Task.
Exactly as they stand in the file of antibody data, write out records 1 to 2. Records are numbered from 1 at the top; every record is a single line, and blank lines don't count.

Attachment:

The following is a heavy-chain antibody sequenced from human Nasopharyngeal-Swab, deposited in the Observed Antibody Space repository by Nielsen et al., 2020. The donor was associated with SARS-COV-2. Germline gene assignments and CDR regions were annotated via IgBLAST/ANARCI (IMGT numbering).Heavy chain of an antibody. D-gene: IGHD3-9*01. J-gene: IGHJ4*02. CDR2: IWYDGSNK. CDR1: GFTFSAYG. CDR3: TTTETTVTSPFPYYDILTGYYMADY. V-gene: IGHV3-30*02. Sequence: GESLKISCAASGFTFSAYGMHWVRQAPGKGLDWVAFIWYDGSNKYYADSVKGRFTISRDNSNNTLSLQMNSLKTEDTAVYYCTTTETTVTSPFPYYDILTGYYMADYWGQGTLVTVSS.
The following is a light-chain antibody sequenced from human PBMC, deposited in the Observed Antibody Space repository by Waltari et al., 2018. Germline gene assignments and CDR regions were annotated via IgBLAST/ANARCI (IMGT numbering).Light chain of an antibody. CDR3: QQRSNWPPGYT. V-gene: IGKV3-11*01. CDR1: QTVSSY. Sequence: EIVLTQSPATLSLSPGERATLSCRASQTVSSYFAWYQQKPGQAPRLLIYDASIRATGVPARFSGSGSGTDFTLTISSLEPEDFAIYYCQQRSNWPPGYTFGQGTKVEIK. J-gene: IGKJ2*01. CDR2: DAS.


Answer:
The following is a heavy-chain antibody sequenced from human Nasopharyngeal-Swab, deposited in the Observed Antibody Space repository by Nielsen et al., 2020. The donor was associated with SARS-COV-2. Germline gene assignments and CDR regions were annotated via IgBLAST/ANARCI (IMGT numbering).Heavy chain of an antibody. D-gene: IGHD3-9*01. J-gene: IGHJ4*02. CDR2: IWYDGSNK. CDR1: GFTFSAYG. CDR3: TTTETTVTSPFPYYDILTGYYMADY. V-gene: IGHV3-30*02. Sequence: GESLKISCAASGFTFSAYGMHWVRQAPGKGLDWVAFIWYDGSNKYYADSVKGRFTISRDNSNNTLSLQMNSLKTEDTAVYYCTTTETTVTSPFPYYDILTGYYMADYWGQGTLVTVSS.
The following is a light-chain antibody sequenced from human PBMC, deposited in the Observed Antibody Space repository by Waltari et al., 2018. Germline gene assignments and CDR regions were annotated via IgBLAST/ANARCI (IMGT numbering).Light chain of an antibody. CDR3: QQRSNWPPGYT. V-gene: IGKV3-11*01. CDR1: QTVSSY. Sequence: EIVLTQSPATLSLSPGERATLSCRASQTVSSYFAWYQQKPGQAPRLLIYDASIRATGVPARFSGSGSGTDFTLTISSLEPEDFAIYYCQQRSNWPPGYTFGQGTKVEIK. J-gene: IGKJ2*01. CDR2: DAS.